Dialer That Could not Randomly or Sequentially Generate Telephone Numbers is not ATDS

The Middle District of Florida finds that a dialing system must possess the present capability to randomly or sequentially generate telephone numbers to fall under the TCPA’s definition of an ATDS.

1/15/2020 4:00 PM

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Dialer That Could not Randomly or Sequentially Generate Telephone Numbers is not ATDS

Morgan v. Adventist Health System/Sunbelt, Inc., et al., No. 6:18-cv-1342-Orl-78DCI (M.D. Fla. Jan. 13, 2020)

A patient sought medical care from a health care system and provided the health care system and its agents with permission to call her wireless number. Later, the number was reassigned to a new subscriber who received four collection calls that were intended for the patient. The new subscriber (plaintiff) filed suit for violations of the Telephone Consumer Protection Act, alleging that the health care provider and its agents (defendants) had contacted her using an automatic telephone dialing system (“ATDS”) without her consent.

The defendants moved for summary judgment on two principal grounds: first, that they had reasonably relied on the express consent given by the reassigned telephone number’s prior subscriber; and, second, that the dialer system they had used to call the plaintiff’s number did not meet the definition of an ATDS under the TCPA because it lacked “the present capability to randomly or sequentially generate telephone numbers.”

With respect to the “prior express consent” argument, the Morgan court unfortunately found that the defendants had overreached in their suggested application of the District of Columbia Circuit Court’s decision in ACA International v. Federal Communications Commission, 885 F.3d 687 (D.C. Cir. 2018). Based on that decision the defendants argued a caller cannot be held liable for a violation of the TCPA if it reasonably relies on express consent given by a holder of a telephone number that is later reassigned. The Morgan court acknowledged that in ACA International the D.C. Circuit had, indeed, set aside the FCC’s “one-call safe harbor” as arbitrary and capricious, but it noted that the D.C. Circuit had expressed no opinion as to “whether the FCC’s reasonable reliance approach was proper” and had “held that the one-call safe harbor approach taken in the [FCC’s] 2015 declaratory ruling failed to implement a reasonable reliance approach.”  More broadly, the Morgan court found that the D.C. Circuit had set aside not just the one-call safe harbor but the FCC’s treatment of reassigned numbers as a whole. Accordingly, the Morgan court concluded that ACA International had not established either a reasonable reliance test or an exception for callers who reached reassigned numbers, and, therefore, the defendants’ reliance on the previous subscriber’s consent could not be deemed reasonable under the TCPA and the FCC’s body of regulatory law that survived ACA International.  

Happily, however, the Morgan court concurred with the defendants’ argument that their calls to the plaintiff were not made using an ATDS as defined in the TCPA. The court noted there was no dispute that the equipment the defendants had used to call the plaintiff’s number did not randomly or sequentially generate the numbers to be called but, rather, dialed numbers from a predetermined list. Despite the plaintiff’s argument that prior FCC interpretations of the TCPA had included such a system in the definition of an ATDS, the court stated that it agreed with the majority of courts in the Middle District of Florida that ACA International had invalidated those agency interpretations. On that basis, the Morgan court concluded that it was not bound by the FCC’s prior declaratory rulings as to whether the system at issue constituted an ATDS under the statute.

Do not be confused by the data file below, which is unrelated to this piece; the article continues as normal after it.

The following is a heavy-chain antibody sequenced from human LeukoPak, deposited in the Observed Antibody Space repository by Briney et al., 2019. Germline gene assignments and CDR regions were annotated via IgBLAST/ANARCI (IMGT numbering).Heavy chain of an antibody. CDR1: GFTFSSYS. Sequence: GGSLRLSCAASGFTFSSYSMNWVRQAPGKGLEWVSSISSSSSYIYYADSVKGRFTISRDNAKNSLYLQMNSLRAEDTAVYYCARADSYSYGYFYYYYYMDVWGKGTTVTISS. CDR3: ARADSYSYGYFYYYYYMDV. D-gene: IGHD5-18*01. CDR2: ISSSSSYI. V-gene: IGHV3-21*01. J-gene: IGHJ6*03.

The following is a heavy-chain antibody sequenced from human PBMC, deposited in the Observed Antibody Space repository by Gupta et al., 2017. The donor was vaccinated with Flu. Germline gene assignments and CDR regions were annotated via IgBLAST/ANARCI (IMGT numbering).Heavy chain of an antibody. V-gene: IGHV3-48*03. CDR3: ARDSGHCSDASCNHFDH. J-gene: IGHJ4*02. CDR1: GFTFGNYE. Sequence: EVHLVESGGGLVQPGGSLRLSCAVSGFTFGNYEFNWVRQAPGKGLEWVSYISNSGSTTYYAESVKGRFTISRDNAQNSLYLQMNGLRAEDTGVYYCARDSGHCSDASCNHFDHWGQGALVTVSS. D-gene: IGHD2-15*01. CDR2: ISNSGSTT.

Importantly, the court grounded its opinion on this issue in the TCPA’s definition of an ATDS: “equipment which has the capacity . . . to store or produce telephone numbers to be called, using a random or sequential number generator; and to dial such numbers.” The court rejected the plaintiff’s argument that the clause “using a random or sequential number generator” modified the term “produce” but not the word “store” and held that the plain language of the statute required that a dialer “have the present ability to randomly or sequentially generate telephone numbers to be an ATDS within the meaning of the TCPA.”

Accordingly, the court concluded that the system at issue could not be deemed to be an ATDS as defined by the statute and, for that reason, the court granted the defendants’ motions for summary judgment on the plaintiff’s claims that were premised on the use of an ATDS.

In response to the decision, Chris Brewer, vice president of compliance for North American Credit Services, an ACA International member company based in Tennessee, said:

“Medical Services Inc. and North American Credit Services Inc. are pleased with the court’s order and are happy that Judge [Wendy] Berger followed the correct trend of applying the plain language of the statute to determine the definition of ATDS. The Middle District of Florida’s court order in Morgan v. Adventist Health System/Sunbelt, Inc., et al., Case No. 6:1-cv-1342-Orl-78DCI (M.D. Flo. Jan. 13, 2020) to grant the defendants’ summary judgment motions of the plaintiff’s claims based on the use of an ATDS is a significant and impactful win in our industry. We also appreciate that Judge Berger denied the class action status for plaintiff’s claims. This is the correct decision as the issue of revocation of consent is always an individualized determination and could not be litigated as a class action.”


Follow ACA International on Twitter @ACAIntl and @acacollector, Facebook and request to join our LinkedIn group for news and event updates. ACA International members are welcome to submit news items for possible publication to comm@acainternational.org. Visit our publications page for news submission guidelines and subscriptions to ACA Daily, Collector magazine and Pulse.

Advertising is available for companies wishing to promote their products or services. Be sure to visit the ACA Events Calendar on the Education and Training page to view our listing of upcoming CORE Curriculum and Hot Topic seminars featuring critical educational opportunities for your company.